The potential threat posed by Brexit to the make-up, indeed the very existence of the United Kingdom hardly figured in the campaign leading up to the 2016 referendum.
But now, among the escalating fears about the ways in which a no-deal Brexit could damage so many aspects of the fabric of our country, these issues are coming to the fore.
Most obviously, of course, the threat relates to Northern Ireland. As the Secretary of State for Northern Ireland has apparently told the Cabinet, a no-deal Brexit will almost inevitably lead to a ‘border poll’ – a referendum about the reunification of Ireland. In current circumstances, no one can be confident what the outcome of such a vote would be.
In Scotland, a radical break with the EU – enforced despite a clear mandate for remain north of the border – coupled with a UK Government threatening to position the UK as a European Singapore, with low taxes and even lower standards of social and employment rights, would surely fuel the case for a second independence referendum.
But, as well as the threat from a no deal Brexit, Theresa May’s deal also poses a significant threat to the Union.
From our perspective, the EU’s determination to ensure there is no hard border on the island of Ireland is wholly legitimate. It stands in stark contrast to the insouciant disregard on the part of Boris Johnson and the like of the real risks of economic disruption and civil unrest arising from a more visible border.
Although justified, if the ‘Irish backstop’ in the Withdrawal Agreement, was ever implemented, it could undermine the coherence of the United Kingdom.
As a country whose nearest neighbour is the Irish Republic, and as a government strongly committed to devolution and to the Union, Wales does not want to see any additional barriers to trade across the Irish Sea.
We believe a key goal of Brexit policy in the next few weeks must be to ensure the backstop will never be needed.
The answer of course, is a solution which avoids the imposition of new tariff or non-tariff barriers to trade between the whole of the UK and the EU.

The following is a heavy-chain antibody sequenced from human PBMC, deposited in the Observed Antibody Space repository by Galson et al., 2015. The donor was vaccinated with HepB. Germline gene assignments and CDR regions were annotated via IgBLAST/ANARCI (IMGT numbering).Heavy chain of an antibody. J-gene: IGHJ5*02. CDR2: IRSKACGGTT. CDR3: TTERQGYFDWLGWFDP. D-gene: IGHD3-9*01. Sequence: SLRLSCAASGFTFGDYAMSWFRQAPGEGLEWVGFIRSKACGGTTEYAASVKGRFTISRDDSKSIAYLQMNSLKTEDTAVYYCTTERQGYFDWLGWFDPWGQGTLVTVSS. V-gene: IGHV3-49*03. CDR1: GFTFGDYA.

This is the sort of post-Brexit relationship with the EU we have advocated ever since the referendum result was announced: a Brexit in which we continue to participate in the single market and a customs union, and where we use powers which have always existed to ensure fair movement of people within the European Economic Area.
It’s what has become known as ‘Norway Plus’.
This is a Brexit which has always been on the table as far as the EU has been concerned but was ruled out by the Prime Minister’s mutually contradictory red lines of no single market, no customs union and no Irish border.
It is a Brexit which would mitigate the economic damage the Prime Minister’s withdrawal deal and her deeply-flawed migration proposals would inflict – a hit to GDP of around 4%.
Committing to this form of Brexit, which puts the economy first but also does least damage to the fabric of the Union, would not require significant change to the Withdrawal Agreement itself, but would involve a rewriting of the so-called Political Declaration – something which was cobbled together in 10 days in November.
It is a practical and viable solution to a crisis which threatens to do untold damage to the whole of the United Kingdom.
As Parliament prepares to vote – and almost certainly vote down – the deal, it is not too late to change course.
Jeremy Miles is the Welsh Labour and Co-operative Party Assembly Member for Wales for Neath